AMD has hinted about CPU-GPU chips for servers, but hasn't committed to any specific products or roadmap.
For this to make sense economically, the semiconductor process will have to be small enough to get a high-end CPU and GPU on the same die. That probably won't be practical until chips can be manufactured below the 32nm node. Also, software that can take advantage of heterogeneous designs will have to be in place to support a broad market for these chips in the enterprise -- i.e., not just for high performance computing. Because of these constraints, I think the earliest we'll see CPU-GPU server chips will be 2012,and more likely 2013.
So where does this leave CPU-less NVIDIA? Right now, the company sits atop the GPGPU computing market, but has no public plans to integrate its high-end GPUs with a CPU. For the time being, at least, NVIDIA seems content to pursue the GPU computing market with discrete devices, like its Tesla products, connected remotely to x86 processors.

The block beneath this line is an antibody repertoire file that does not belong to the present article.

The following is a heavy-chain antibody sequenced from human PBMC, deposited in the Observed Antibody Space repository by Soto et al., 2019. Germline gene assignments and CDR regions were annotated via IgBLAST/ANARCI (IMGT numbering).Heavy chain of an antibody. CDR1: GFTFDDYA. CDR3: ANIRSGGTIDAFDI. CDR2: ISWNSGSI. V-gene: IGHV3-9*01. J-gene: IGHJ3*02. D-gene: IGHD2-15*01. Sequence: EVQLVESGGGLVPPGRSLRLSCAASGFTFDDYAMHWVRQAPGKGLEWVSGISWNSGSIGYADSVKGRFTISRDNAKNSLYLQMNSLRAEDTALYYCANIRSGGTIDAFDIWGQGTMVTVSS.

Ironically, though, the greater success NVIDIA has in building a GPGPU business and bringing more applications into the fold, the greater the demand will be for CPU integration. And if both AMD and Intel start offering high-end CPU-GPU products, NVIDIA's discrete GPU business will suffer.
It's worthwhile noting that NVIDIA actually does have a CPU-GPU platform in its current Tegra line of processors for mobile devices. The CPU in this case is the ARM processor, a compact little chip that is quite popular for low-power platforms like cell phones. It's not too far a stretch to think NVIDIA may be designing a chip that marries its CUDA-class GPUs with ARM CPUs. This week, startup Smooth-Stone revealed it will build servers based on ARM processors. If these are able to gain a foothold in datacenters, an NVIDIA Tesla-ARM server chip would look very interesting indeed
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